Now let’s consider the sketch of the function:
z  25  x 2  y 2
2
2
2
z

25

x

y
Squaring both sides and simplifying:
x 2  y 2  z 2  25
You may recognize this equation from Chapter 7 - A sphere with
radius 5. This is helpful to sketching the function, but we must be
careful !!
2
2
The function z  25  x  y
2
2
2
x

y

z
 25
and the equation
are not exactly the same. The equation does NOT represent z as a
function of x and y – meaning there is not a unique value for z for
each (x, y). Keep in mind that the function had a range of 0  z  5 ,
which means the function is only the top half of the sphere.
As you have done before when sketching a surface in 3-dimensions
it may be helpful for you to use the traces in each coordinate plane.
1. The trace in the xy-plane, z = 0, is the equation:
0  25  x 2  y 2 or x 2  y 2  25
The circle centered at the
origin with radius 5 in the xyplane.
2. The trace in the yz-plane, x = 0, is the equation:
z  25  y 2 or y 2  z 2  25
The circle centered at the
origin with radius 5 in the yzplane.
3. The trace in the xz-plane, y = 0, is the equation:
z  25  x
2
or x  z  25
2
2
The circle centered at the
origin with radius 5 in the xzplane.
Along with sketching the traces in each coordinate plane, it may
be helpful to sketch traces in planes parallel to the coordinate
planes.
4. Let z = 3: 3  25  x 2  y 2 or x 2  y 2  16
So on the plane z = 3, parallel to the xy-plane, the trace is a circle
centered at (0,0,3) with radius 4.
5. Let z = 4: 4  25  x 2  y 2 or x 2  y 2  9
So on the plane z = 4, parallel to the xy-plane, the trace is a circle
centered at (0,0,4) with radius 3.
Here is a SKETCH with the three traces in the coordinate planes
and the additional two traces in planes parallel to the xy-plane.
Keep in mind that this is just a sketch. It is giving you a rough
idea of what the function looks like. It may also be helpful to use
a 3-dimensional graphing utility to get a better picture.
z=4
z=3
Here is a graph of the function using the 3-dimensional
graphing utility DPGraph.
z
y
x
Example 5: Sketch the surface: z  9  x 2  y 2
Solution: The domain is the entire xy-plane and the range is z  9 .
1. The trace in the xy-plane, z = 0, is the equation:
x2 y2  9
Circle
2. The trace in the yz-plane, x = 0, is the equation:
z  y 2  9
Parabola
3. The trace in the xz-plane, y = 0, is the equation:
z  x 2  9
Parabola
Solution to Example 5 Continued:
Traces parallel to the xy-plane include the following two.
4. The trace in the plane, z = 5, is the equation:
5  9x2 y2
or
x2 y2  4
Circle centered at (0, 0, 5) with
5. The trace in the plane, z = -7, is the equation:
7  9x2 y2
or
x  y  16
2
2
Circle centered at (0, 0, -7) with
z
Here is a sketch of the traces in
each coordinate plane.
This paraboloid extends below the
xy-plane.
z  y 2  9
y
z  x 2  9
x2 y2  9
x
Here’s a graph of the surface using DPGraph.
Level Curves
In the previous two examples, traces in the coordinate
planes and traces parallel to the xy-plane were used to
sketch the function of two variables as a surface in the
3-dimensional coordinate system.
When the traces parallel to the xy-plane or in other
words, the traces found when z or f(x,y) is set equal to a
constant, are drawn in the xy-plane, the traces are called
level curves. When several level curves, also called
contour lines, are drawn together in the xy-plane the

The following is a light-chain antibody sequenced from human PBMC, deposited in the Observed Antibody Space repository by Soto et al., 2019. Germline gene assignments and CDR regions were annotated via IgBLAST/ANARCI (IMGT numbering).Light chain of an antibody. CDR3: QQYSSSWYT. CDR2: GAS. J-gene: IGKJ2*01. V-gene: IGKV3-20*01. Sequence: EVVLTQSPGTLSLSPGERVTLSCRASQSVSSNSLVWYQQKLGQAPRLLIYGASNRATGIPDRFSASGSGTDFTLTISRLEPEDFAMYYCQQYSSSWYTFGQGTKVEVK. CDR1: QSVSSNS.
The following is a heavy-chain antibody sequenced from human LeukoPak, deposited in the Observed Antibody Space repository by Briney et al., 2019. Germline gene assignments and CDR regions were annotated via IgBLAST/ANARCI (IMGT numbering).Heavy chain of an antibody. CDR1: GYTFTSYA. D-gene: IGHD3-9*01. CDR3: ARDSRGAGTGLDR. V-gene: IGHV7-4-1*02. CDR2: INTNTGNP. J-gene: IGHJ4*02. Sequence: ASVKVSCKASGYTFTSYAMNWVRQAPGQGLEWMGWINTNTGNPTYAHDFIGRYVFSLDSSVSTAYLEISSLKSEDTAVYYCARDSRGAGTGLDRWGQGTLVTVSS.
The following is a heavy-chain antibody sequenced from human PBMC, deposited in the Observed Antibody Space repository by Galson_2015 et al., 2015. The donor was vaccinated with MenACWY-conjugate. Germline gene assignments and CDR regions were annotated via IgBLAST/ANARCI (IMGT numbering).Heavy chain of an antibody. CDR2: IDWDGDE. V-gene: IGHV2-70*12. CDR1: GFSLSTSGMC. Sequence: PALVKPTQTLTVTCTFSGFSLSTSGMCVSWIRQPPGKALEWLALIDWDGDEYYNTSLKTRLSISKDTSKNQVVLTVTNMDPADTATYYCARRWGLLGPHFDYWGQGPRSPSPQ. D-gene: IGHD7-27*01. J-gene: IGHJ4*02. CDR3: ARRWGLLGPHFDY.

image is called a contour map.
Example 6: Sketch a contour map of the function in Example 4,
z  f x , y   25  x 2  y 2 using the level curves at c = 5,4,3,2,1 and 0.
Solution: c = a means the curve when z has a value of a.
c 5: 5 
25  x 2  y 2  x2  y 2  0  Point at 0,0 
c  4: 4 
25  x 2  y 2  x2  y 2  9  Circle with r  3
c  3: 3 
25  x 2  y 2  x2  y2  16  Circle with r  4
c 2: 2 
25  x 2  y 2  x2  y 2  21  Circle with r 
21
c 1: 1 
25  x 2  y 2  x2  y 2  24  Circle with r 
24
c 0: 0 
25  x 2  y 2  x2  y2  25  Circle with r  5
Solution to Example 6 Continued: Contour map with point (0, 0) for c
= 5 and then circles expanding out from the center for the remaining
values of c.
Note: The values of c were
uniformly spaced, but the level
curves are not.
When the level curves are
spaced far apart (in the center),
there is a gradual change in the
function values.
When the level curves are close
together (near c = 5), there is a
steep change in the function
values.
2
2
Example 7: Sketch a contour map of the function,z  f x , y   x  2y
using the level curves at c = 0, 2, 4, 6 and 8.
Solution: Set the function equal to each constant.
c  0 : 0  x 2  2y 2  Point at 0,0 
c 2: 2  x
2
 2y
2
c  4: 4 x
2
 2y
2
c  6: 6  x
2
 2y
2
c  8: 8  x
2
 2y
2
x2 y2
 Ellipse:

1
2
1
x2 y2
 Ellipse:

1
4
2
x2 y2
 Ellipse:

1
6
3
x2 y2
 Ellipse:

1
8
4
Solution to Example 7 Continued: Contour map with point (0, 0) for c
= 0 and then ellipses expanding out from the center for the
remaining values of c.
Example 7 Continued:
2
2
Here is a graph of the surface z  f x , y   x  2y .
Note:
1.
Sketching functions of two variables in 3-dimensions is
challenging and will take quite a bit of practice. Using the
traces and level curves can be extremely beneficial.
In the beginning, using 3-dimensional graphing utility will help
you visualize the surfaces and see how the traces and level
curves relate.
2. The idea of a level curve can be extended to functions of
three variables. If w = g(x, y, z) is a function of three
variables and k is a constant, then g(x, y, z) = k is considered a
level surface of the function g. Though we may be able to
draw the level surface, we still cannot draw the function g in 4
dimensions.
For comments on this presentation you may email the author
Professor Judy Gill at
[email protected] or the publisher of the VML, Dr. Julia Arnold at
[email protected]
```